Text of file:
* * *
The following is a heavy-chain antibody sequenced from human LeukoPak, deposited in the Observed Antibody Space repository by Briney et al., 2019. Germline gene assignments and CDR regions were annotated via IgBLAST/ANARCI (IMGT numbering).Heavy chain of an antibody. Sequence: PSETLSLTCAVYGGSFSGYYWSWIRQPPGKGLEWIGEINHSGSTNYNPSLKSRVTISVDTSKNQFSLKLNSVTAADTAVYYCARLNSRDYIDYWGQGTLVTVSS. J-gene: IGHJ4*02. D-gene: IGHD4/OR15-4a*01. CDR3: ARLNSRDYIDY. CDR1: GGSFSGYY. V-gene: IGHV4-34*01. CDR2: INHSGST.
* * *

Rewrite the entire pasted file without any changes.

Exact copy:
The following is a heavy-chain antibody sequenced from human LeukoPak, deposited in the Observed Antibody Space repository by Briney et al., 2019. Germline gene assignments and CDR regions were annotated via IgBLAST/ANARCI (IMGT numbering).Heavy chain of an antibody. Sequence: PSETLSLTCAVYGGSFSGYYWSWIRQPPGKGLEWIGEINHSGSTNYNPSLKSRVTISVDTSKNQFSLKLNSVTAADTAVYYCARLNSRDYIDYWGQGTLVTVSS. J-gene: IGHJ4*02. D-gene: IGHD4/OR15-4a*01. CDR3: ARLNSRDYIDY. CDR1: GGSFSGYY. V-gene: IGHV4-34*01. CDR2: INHSGST.